Respecting Women In Silicon Valley: This Is What We’re Doing Next

Sarah Seitz
Written by Sarah Seitz

What’s this *about*?

Briefly: Silicon Valley, Tech, Business, Women and Diversity, Power Asymmetry, Pay Disparity, Lack of Reciprocity, Balance of Workload — Billable, Mental and Emotional Work hours.

This is a roadmap and pointers for the soul-searching happening in Silicon Valley and the tech industry.

You said let’s go — so let’s go.

This post is dedicated to [REDACTED, but perhaps he’ll find the nerve to speak up here as much as he does elsewhere?] This is for telling stories that made me believe a survivor like me could fit in, in a world of ingenuity and making things happen. This is for becoming the “friend” who made me see how very implausible that is for a woman — even if she’s a Swiss Army knife of a woman who fixes quandaries for NASA and offers you personal insight and pattern analysis on the side.

This is for the Elon Musk-funded “space exploration scientist” who instructed me to pee in a bar pitcher that was to be shared with two other women as toilet facilities. Because rigorous science is rugged — oh, and money is tight.

I’m exhausted, my words are sparsely edited, but we’re having this conversation out in broad daylight, as I’ve said we would since the beginning. I’m not walking away, being blacklisted, or pleading for you to respond on my behalf. I’m telling the men involved what they need to do to repair the problem — and they’re going to do it. There are others who haven’t been willing to listen or learn, but I’m not worried — those boys are being shown the door, and I appreciate those of you who have helped to make that happen.

You asked for it, boys, so: Game on. Let’s go.

1.There’s no more, “I’m sorry.”

You’re not sorry you did it, you’re not sorry that it happened to your friend, you don’t mean a thing you’ve said until you’ve gotten off your ass and put a big dent in making it better.

If you find yourself tempted to apologize for things you’ve done, the correct words are: “What can I do to repair this?”

The answer isn’t a self-indulgent Medium post about “supporting some women” and how it’s really hard, but you’re changing.

You’re product people — you’d never leave a product so vaguely defined and expect it to take off or give you any traction. You’re serious about making things right this time. So we’re going to get into specifics, and open conversations, and continue.

Spare me your reflections until you’ve called the women you’ve counted on and asked what you can do to put your good intentions to work for them. Be quiet until they decide to announce that you’ve made a difference.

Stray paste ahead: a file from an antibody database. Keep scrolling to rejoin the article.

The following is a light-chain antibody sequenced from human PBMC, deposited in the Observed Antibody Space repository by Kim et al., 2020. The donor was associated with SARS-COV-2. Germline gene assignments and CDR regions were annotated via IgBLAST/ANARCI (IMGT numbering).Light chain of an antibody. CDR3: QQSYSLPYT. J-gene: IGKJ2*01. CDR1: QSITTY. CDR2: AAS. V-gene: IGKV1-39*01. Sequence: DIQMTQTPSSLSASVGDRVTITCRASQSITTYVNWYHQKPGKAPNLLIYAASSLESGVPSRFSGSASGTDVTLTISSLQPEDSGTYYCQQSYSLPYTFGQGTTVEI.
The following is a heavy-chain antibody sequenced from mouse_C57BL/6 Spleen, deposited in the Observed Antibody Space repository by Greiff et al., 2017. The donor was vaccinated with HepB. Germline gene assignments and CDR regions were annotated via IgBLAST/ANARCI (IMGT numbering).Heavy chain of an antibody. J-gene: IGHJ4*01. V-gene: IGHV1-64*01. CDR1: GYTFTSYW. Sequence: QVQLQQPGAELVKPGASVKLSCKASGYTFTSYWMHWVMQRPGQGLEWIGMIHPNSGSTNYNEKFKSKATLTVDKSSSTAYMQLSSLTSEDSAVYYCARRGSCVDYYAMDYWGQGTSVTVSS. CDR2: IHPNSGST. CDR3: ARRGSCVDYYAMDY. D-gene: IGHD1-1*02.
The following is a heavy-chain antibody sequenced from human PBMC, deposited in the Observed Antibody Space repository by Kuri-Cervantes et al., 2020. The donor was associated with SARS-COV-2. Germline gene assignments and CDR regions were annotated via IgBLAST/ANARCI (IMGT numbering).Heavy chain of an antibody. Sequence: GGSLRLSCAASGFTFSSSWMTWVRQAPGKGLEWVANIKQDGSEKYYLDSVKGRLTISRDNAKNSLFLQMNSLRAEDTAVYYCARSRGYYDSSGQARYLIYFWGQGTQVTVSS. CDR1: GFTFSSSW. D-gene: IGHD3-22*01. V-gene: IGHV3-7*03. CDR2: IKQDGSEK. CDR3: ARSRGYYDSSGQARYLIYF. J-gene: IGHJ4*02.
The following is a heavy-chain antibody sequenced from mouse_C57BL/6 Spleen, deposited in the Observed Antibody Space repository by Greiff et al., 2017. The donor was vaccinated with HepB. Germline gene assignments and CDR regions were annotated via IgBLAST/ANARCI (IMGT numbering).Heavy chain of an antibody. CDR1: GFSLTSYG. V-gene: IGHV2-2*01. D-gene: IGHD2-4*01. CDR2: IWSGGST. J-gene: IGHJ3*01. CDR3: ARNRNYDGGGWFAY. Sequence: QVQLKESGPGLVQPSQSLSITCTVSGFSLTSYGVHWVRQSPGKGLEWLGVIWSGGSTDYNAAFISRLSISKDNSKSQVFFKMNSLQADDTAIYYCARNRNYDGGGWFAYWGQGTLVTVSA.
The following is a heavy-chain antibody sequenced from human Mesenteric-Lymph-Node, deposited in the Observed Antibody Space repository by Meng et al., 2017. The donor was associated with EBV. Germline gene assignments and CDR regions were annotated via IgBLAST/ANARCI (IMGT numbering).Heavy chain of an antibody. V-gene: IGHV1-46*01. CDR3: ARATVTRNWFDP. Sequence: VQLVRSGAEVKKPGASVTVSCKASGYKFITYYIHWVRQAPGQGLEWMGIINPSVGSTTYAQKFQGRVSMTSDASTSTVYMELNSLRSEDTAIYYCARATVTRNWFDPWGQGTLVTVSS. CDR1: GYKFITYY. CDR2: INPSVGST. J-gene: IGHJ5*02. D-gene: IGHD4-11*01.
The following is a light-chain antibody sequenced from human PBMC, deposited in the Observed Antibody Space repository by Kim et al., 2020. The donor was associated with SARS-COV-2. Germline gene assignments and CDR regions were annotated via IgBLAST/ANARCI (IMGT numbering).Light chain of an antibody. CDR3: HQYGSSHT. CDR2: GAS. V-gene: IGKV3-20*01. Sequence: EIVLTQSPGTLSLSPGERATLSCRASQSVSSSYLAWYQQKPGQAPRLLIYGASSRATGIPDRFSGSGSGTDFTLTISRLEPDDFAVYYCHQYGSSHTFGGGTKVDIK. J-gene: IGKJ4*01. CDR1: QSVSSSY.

2.There’s no more, “I’m going to take a hard look at myself and seek professional help.”

(You’re going to join the adults who are working on themselves to shed bad habits, and less-than-respectable behaviors? Right on, kiddo.) It’s not about you, or how hard it is for you to make these changes, or how many “good guys” are facing big losses because they did lousy things, over and over and over again.

You want to make change? Include me. Invite me. Acknowledge me. Offer connection, recognition and opportunity to the women you believe are your “friends,” the way you do for any of the intelligent, high-achieving, high-hustle guys in your “professional” world.

This bro crap about reflection and holding each other to higher standards? Write standards. Require accountability. Authenticate these grand claims. Do some due diligence and bloody well invest yourself. Don’t just write me another bullshit moralizing piece of self-promotion.

Tell your friends: Take your words and stuff them. You’re investors, advisors, and this fluff is your pitch deck? Get serious. Show us the money. Put some elbow grease into it. What exactly is the product or solution you’re taking credit for, for women’s equity? Show us your numbers.

It’s about repairing what’s being done to the women you work with, live with, weep with, dream with, who you depend on every day. It’s about acknowledging the losses they’ve taken as they’ve carried on with the work while putting up with your obliviousness, your arrogance, your abuse of power or outright greed. Disrupt this shit. Make lasting change — for them. It’s not about you.

3.There’s no more, “I’m supporting women! I’m making an example because I’m mentoring them and advising them!”

Really? Who? How often? If you’re creating an example for others, show them how you’re doing it. What’s the time commitment involved? What does it cost you? (Likely $0, or $5 to sit down for coffee, or thinking to invite someone with you to an event.) How many women are you supporting this way, or in other ways? How long are you sticking with it, and how long is it taking to make a real difference ($$$), for them?

If you’re going to proclaim to the world that you intend to lead on this, don’t forget to acknowledge the women who are mentoring you (Uhh, yes, all those hourlong discussions where we explained it to you *yet again* were mentorship. How did you get so lucky?)

You’re the guys who make things happen, right? Then quit whining and do it. 50% of the entrepreneurs you fund. 50% of board seats you fill. 50% of the interviews you hold to find the best person, with the most forethought and insight to solve your problems. 50% of the invitations you offer. 50% of the connections you facilitate.

BE the solution. BUILD the solution. Break a sweat if you have to.

Anything less: your feminism is vaporware.

Have you even considered the (vast, untapped) upside yet?

The honest, candid, and ongoing conversations I’ve been having with the right men have been transformative. They understand that they have a big opportunity to learn and lead with me. We’re going to do this together.

This post originally appeared on Medium with the title “Enough. This is what we’re doing next.” Re-published with permission of the author. 

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